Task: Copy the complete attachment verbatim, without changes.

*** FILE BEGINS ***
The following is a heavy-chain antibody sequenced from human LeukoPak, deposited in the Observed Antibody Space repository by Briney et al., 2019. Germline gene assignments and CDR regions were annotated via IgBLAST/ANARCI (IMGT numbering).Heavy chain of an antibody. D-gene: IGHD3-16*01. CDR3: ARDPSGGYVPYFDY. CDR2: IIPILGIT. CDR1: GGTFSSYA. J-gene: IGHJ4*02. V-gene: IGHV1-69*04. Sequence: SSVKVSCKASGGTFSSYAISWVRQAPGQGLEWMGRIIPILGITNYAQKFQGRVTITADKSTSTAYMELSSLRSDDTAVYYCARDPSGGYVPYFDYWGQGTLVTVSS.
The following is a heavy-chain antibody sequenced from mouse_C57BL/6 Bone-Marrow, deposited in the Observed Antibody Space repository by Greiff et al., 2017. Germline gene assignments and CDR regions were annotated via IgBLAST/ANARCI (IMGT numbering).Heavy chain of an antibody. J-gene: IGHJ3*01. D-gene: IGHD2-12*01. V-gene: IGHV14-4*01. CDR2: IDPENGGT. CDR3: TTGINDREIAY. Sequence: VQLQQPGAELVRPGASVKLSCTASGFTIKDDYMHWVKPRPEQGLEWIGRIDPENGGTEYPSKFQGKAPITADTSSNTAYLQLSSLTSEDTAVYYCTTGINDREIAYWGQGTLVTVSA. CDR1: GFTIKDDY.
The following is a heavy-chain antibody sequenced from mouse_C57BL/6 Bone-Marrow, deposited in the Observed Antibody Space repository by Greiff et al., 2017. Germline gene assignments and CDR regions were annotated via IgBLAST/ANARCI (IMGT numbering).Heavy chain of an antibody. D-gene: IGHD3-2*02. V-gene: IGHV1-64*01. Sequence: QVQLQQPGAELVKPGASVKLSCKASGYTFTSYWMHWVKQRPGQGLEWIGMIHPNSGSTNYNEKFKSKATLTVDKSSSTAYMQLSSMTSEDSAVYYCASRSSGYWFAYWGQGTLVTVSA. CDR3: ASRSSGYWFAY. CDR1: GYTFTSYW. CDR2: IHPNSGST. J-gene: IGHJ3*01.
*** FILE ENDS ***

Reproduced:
The following is a heavy-chain antibody sequenced from human LeukoPak, deposited in the Observed Antibody Space repository by Briney et al., 2019. Germline gene assignments and CDR regions were annotated via IgBLAST/ANARCI (IMGT numbering).Heavy chain of an antibody. D-gene: IGHD3-16*01. CDR3: ARDPSGGYVPYFDY. CDR2: IIPILGIT. CDR1: GGTFSSYA. J-gene: IGHJ4*02. V-gene: IGHV1-69*04. Sequence: SSVKVSCKASGGTFSSYAISWVRQAPGQGLEWMGRIIPILGITNYAQKFQGRVTITADKSTSTAYMELSSLRSDDTAVYYCARDPSGGYVPYFDYWGQGTLVTVSS.
The following is a heavy-chain antibody sequenced from mouse_C57BL/6 Bone-Marrow, deposited in the Observed Antibody Space repository by Greiff et al., 2017. Germline gene assignments and CDR regions were annotated via IgBLAST/ANARCI (IMGT numbering).Heavy chain of an antibody. J-gene: IGHJ3*01. D-gene: IGHD2-12*01. V-gene: IGHV14-4*01. CDR2: IDPENGGT. CDR3: TTGINDREIAY. Sequence: VQLQQPGAELVRPGASVKLSCTASGFTIKDDYMHWVKPRPEQGLEWIGRIDPENGGTEYPSKFQGKAPITADTSSNTAYLQLSSLTSEDTAVYYCTTGINDREIAYWGQGTLVTVSA. CDR1: GFTIKDDY.
The following is a heavy-chain antibody sequenced from mouse_C57BL/6 Bone-Marrow, deposited in the Observed Antibody Space repository by Greiff et al., 2017. Germline gene assignments and CDR regions were annotated via IgBLAST/ANARCI (IMGT numbering).Heavy chain of an antibody. D-gene: IGHD3-2*02. V-gene: IGHV1-64*01. Sequence: QVQLQQPGAELVKPGASVKLSCKASGYTFTSYWMHWVKQRPGQGLEWIGMIHPNSGSTNYNEKFKSKATLTVDKSSSTAYMQLSSMTSEDSAVYYCASRSSGYWFAYWGQGTLVTVSA. CDR3: ASRSSGYWFAY. CDR1: GYTFTSYW. CDR2: IHPNSGST. J-gene: IGHJ3*01.